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Wanted: Cloud infrastructure backed by SSDs

Netflix cloud architect Adrian Cockcroft wants faster input/output mechanisms in the cloud. Amazon Web Services' problem: SSDs don't massively scale yet.
Written by Larry Dignan, Contributor

Netflix is one of Amazon Web Services' biggest customers and services backed by solid state drives is No. 1 on its wish list.

That's the takeaway from Netflix cloud architect Adrian Cockcroft. In a Q&A with ZDNet UK's Jack Clark, Cockcroft kept coming back to the importance of faster input output mechanisms in the cloud. "I've been asking for SSDs in the cloud for some time," said Cockcroft.

He is getting some of that SSD love via Amazon Web Services' Dynamo DB, but Cockcroft wants more scale. Netflix has a data store architecture called Cassandra that dishes out streaming media to the masses. SSDs would help Netflix's cause.

The problem is that SSDs don't massively scale---something Amazon needs before it offers a service. As a result, AWS has instances for CPU, memory and network capacity for data centers, but the I/O is limited to disk. Cockcroft noted:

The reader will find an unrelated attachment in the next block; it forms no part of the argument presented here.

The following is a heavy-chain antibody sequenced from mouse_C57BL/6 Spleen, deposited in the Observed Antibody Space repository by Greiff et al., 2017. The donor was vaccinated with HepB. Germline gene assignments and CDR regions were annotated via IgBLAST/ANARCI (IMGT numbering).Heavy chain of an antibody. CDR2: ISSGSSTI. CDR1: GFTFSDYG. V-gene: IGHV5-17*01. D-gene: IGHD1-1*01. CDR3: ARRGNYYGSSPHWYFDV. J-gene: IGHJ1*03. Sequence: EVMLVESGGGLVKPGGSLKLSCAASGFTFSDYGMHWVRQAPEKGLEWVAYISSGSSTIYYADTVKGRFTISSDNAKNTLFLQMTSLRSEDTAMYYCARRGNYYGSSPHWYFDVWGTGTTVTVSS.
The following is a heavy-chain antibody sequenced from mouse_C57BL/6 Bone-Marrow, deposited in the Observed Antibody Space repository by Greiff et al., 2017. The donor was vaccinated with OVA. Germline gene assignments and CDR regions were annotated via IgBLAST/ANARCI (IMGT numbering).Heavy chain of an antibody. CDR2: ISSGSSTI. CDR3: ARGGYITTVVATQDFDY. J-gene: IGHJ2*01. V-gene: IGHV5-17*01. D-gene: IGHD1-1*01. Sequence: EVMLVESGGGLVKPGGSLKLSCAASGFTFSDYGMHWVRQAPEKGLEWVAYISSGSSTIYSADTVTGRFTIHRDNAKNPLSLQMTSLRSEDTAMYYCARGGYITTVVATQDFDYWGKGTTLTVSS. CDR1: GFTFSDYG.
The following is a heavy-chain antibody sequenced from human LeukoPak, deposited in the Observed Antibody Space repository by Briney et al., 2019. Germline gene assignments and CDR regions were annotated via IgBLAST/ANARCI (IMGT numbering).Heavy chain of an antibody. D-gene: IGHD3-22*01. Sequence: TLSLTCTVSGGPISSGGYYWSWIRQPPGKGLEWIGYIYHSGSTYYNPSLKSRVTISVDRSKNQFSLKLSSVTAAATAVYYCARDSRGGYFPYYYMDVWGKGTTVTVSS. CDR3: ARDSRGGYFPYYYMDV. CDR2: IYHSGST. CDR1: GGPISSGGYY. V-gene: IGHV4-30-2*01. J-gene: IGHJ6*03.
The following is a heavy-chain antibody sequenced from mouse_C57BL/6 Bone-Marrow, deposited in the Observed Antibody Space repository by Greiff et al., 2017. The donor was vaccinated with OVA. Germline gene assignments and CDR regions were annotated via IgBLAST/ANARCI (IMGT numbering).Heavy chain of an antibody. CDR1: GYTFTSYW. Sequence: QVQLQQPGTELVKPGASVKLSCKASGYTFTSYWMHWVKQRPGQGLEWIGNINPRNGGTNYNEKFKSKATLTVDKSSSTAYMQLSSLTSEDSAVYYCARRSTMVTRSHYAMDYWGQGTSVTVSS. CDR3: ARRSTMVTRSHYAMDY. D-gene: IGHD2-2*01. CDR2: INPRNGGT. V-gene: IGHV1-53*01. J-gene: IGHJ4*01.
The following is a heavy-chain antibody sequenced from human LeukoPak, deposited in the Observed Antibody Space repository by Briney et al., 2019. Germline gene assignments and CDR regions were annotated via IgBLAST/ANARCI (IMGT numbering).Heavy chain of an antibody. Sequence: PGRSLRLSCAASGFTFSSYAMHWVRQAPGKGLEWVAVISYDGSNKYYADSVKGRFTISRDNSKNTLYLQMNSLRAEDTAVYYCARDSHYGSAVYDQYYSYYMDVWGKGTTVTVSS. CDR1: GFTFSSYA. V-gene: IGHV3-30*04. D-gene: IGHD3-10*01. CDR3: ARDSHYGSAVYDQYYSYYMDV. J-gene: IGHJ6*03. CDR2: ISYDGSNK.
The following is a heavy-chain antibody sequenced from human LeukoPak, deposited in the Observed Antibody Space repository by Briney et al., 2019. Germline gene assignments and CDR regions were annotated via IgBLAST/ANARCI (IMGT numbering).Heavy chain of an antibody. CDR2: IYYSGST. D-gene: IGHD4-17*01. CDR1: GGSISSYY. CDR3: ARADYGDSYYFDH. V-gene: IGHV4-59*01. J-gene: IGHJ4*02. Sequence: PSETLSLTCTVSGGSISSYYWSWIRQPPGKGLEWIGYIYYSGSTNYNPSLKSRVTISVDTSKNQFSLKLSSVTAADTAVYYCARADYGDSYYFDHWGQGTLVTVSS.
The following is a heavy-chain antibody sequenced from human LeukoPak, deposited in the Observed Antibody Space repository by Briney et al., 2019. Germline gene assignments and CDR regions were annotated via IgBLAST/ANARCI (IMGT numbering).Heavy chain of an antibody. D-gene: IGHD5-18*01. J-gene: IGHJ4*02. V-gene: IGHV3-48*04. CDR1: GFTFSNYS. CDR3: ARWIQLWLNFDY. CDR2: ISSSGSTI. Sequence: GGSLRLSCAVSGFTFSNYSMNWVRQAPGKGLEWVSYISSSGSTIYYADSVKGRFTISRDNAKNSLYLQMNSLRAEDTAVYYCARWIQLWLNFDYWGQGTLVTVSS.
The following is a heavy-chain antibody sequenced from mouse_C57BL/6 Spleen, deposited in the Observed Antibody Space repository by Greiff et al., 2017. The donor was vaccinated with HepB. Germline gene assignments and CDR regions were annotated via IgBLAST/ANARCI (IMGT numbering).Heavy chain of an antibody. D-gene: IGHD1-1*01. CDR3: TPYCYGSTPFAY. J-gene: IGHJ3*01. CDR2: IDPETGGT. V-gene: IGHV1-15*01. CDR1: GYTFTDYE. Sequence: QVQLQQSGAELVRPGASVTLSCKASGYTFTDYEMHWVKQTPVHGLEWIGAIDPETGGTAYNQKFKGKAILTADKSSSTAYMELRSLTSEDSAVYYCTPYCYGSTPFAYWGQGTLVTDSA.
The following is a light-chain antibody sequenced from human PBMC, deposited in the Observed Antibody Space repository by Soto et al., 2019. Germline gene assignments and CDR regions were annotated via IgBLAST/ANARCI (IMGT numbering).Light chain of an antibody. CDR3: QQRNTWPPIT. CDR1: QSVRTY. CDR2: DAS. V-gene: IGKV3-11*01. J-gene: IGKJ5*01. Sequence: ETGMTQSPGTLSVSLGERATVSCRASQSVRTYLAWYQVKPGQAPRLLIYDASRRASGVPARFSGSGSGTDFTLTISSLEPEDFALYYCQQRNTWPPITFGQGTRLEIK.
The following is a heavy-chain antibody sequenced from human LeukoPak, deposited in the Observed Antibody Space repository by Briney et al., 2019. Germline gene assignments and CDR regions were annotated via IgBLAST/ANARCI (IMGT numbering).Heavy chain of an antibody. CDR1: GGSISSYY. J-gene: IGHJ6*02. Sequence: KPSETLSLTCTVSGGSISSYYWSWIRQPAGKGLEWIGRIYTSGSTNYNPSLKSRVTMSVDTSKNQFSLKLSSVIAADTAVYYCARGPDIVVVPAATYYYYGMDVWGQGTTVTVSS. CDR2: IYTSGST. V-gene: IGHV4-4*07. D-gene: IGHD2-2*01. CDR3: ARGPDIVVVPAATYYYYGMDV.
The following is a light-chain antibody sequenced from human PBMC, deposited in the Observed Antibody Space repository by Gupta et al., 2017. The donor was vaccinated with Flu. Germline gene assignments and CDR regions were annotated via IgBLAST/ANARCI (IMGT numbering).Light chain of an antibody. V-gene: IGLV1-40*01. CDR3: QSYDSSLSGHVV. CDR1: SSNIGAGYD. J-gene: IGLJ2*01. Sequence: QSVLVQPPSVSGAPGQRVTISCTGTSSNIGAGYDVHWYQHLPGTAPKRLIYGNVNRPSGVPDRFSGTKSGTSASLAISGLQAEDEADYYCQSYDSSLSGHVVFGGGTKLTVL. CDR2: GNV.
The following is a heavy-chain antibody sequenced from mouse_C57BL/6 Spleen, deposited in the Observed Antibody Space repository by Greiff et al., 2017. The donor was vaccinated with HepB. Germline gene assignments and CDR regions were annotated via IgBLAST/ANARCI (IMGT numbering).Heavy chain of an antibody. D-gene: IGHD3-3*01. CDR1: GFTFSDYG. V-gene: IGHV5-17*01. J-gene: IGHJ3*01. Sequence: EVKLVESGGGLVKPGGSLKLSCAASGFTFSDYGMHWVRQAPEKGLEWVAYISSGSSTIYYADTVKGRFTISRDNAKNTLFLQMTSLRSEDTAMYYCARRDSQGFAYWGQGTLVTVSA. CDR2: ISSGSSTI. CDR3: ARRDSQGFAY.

For Amazon to do something they have to do it on a scale that's really mind-boggling. If you think about deploying an infrastructure service with a new type of hardware — if they got it wrong, they can't turn it back out and do it again differently. So they have to over-engineer what they do.

In other words, Amazon could go SSD-happy with its Web services, but it's risky.

Cockcroft added:

Obviously I want SSDs in there. We've been asking cloud vendors to do that for a while. With Cassandra, we've had to go onto horizontal scale and use the internal disks and triple replicate across availability zones, so you end up with a triple-redundant data store that is careful not to overload the disks.


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